Irony alert: Citing "privacy concerns," YouTube threatens removal of my "Occupy Denver" video shot at BlogCon11
THIS IS WHAT DEMOCRACY LOOKS LIKE!
A brief re-cap, because this kind of move from Google, YouTube, et al., perfectly encapsulates how media is able to manipulate messaging in this country — be it through left-friendly media providers like Google, or by way of the legacy media, whose lovingly romanticized depictions of the various “occupy” fiascos has quite intentionally covered-up the intellectually vapid complaints of the protesters themselves.
There’s a reason left-wing journalists were hoping to work with the leadership strata of the occupy movement to help them shape their official message: it was an attempt to help co-opt a hippie frat party, to make calculated political hay out of anti-capitalist, anti-Semitic, anarchist malcontents living on ramshackle tent farms.
And now, YouTube has given me 48 hours to address vague privacy concerns — in a video taken when Occupy Denver protesters crashed a private event and were filmed (by me and others) doing so.
That I happened to catch several students whose school and teacher have argued were there merely to “observe” actually joining in with the protesters is not a “privacy issue.” It’s a “yes, you should be embarrassed, because your official statements to the local Denver media don’t jibe with the actual real-time evidence” issue — one that, as good little leftists, the school, or the students, or the students’ representatives, etc., are hoping to airbrush out of existence.
Or at least, to make it harder for people to find.
And here we’ve been told that this class was but an idealistic group of young truthseekers, led by a principled and courageous teacher whose goal it was to introduce these eager young minds to the workings of a democratic republic.
Funny how the search for Truth is so conveniently dismissed as banal tripe when the Truth just so happens to paint the self-described truth seekers as the little wannabe-tyrants that they so willingly and publicly presented themselves to be.
Here’s the text of the YouTube email. I’ve redacted the very first bit of identifying information, because the video was hosted on a friend’s account:
This is to notify you that we have received a privacy complaint from an individual regarding your content:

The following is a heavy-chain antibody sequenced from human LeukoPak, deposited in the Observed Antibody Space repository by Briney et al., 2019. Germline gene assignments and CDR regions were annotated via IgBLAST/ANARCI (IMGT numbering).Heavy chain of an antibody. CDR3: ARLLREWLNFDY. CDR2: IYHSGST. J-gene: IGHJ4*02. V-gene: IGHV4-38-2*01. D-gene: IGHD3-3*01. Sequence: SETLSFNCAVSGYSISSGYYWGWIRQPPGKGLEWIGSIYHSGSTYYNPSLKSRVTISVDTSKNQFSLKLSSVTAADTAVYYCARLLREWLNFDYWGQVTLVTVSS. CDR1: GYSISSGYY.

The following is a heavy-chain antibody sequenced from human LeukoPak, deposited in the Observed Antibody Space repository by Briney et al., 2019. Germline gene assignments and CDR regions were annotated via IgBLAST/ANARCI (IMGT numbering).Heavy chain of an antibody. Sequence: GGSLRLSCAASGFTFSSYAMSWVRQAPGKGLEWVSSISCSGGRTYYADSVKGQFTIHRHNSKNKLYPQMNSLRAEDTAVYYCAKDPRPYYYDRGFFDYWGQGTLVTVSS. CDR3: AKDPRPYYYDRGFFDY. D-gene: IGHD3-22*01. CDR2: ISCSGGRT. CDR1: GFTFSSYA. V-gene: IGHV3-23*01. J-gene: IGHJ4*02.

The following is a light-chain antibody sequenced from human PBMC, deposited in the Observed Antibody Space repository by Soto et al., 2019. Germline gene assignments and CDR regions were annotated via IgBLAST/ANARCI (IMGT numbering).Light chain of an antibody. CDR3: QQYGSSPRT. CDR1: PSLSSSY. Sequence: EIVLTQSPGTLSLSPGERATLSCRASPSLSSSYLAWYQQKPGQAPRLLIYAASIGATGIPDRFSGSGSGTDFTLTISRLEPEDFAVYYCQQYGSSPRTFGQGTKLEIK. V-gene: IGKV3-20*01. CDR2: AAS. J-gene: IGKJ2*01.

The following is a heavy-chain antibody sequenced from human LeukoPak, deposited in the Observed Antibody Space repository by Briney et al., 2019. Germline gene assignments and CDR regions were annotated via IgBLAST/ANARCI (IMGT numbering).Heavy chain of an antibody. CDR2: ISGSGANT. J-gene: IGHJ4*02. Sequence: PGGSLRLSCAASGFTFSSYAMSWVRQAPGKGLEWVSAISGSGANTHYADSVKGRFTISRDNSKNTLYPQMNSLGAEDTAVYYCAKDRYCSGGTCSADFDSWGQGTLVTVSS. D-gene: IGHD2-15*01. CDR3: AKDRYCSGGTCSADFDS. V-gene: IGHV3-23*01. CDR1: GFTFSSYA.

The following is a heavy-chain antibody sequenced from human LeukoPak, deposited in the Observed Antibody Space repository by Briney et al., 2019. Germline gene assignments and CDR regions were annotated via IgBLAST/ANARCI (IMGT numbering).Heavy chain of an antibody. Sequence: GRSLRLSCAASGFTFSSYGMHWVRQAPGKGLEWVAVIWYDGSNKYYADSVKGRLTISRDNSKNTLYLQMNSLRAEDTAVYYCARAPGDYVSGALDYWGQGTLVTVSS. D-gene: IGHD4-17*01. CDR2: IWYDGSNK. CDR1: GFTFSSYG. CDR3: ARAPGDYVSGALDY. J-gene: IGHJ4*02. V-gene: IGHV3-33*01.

————————————————————- Video URLs:
The information reported as violating privacy is at 0_48-2_04
We would like to give you an opportunity to review the content in question and remove any personal information that may be used to uniquely identify or contact the complainant. You have 48 hours to take action on the complaint. If you remove the alleged violation from the site within the 48 hours, the complaint filed will then be closed. If the potential privacy violation remains on the site after 48 hours, the complaint will be reviewed by the YouTube Team and may be removed pursuant to our Privacy Guidelines (http://www.youtube.com/t/privacy_guidelines). For content to be considered for removal, an individual must be uniquely identifiable by image, voice, full name, Social Security number, bank account number or contact information (e.g., home address, email address). Examples that would not violate our privacy guidelines include gamer tags, avatar names, and address information in which the individual is not named. We also take public interest, newsworthiness, and consent into account when determining if content should be removed for a privacy violation. If the alleged violation is located within the video itself, you may have to remove the video completely. If someone’s full name or other personal information is listed within the title, description, or tags of your video, you can edit this by going to My Videos and clicking the Edit button on the reported video. Making a video private is not an appropriate method of editing, as the status can be changed from private to public at any time. Because they can be turned off at any time, annotations are also not considered an acceptable solution. We’re ommitted to protecting our users and hope you understand the importance of respecting others’ privacy. When uploading videos in the future, please remember not to post someone else’s image or personal information without their consent. For more information, please
review our Privacy Guidelines http://www.youtube.com/t/privacy_guidelines.
The YouTube Team
The Denver media considered the video newsworthy enough to include it in their story on the local teacher who brought her class to Occupy Denver, and then to that group’s attempts to storm our private conference.
That they were filmed doing so, and in an “interview” with me claimed that they were “the 99%” and that they “were being taught in school” that people like me are “fucking up their future” — even as the teacher and the school claim that the students were there to “observe” and were neutral in the matter — certainly speaks to this video’s value as a remedy to statements provided by the school and the teacher to the local Denver news media.
update: I’ve posted a copy of the video here, as well.
Also, a better rendition is parked here (with thanks to badanov)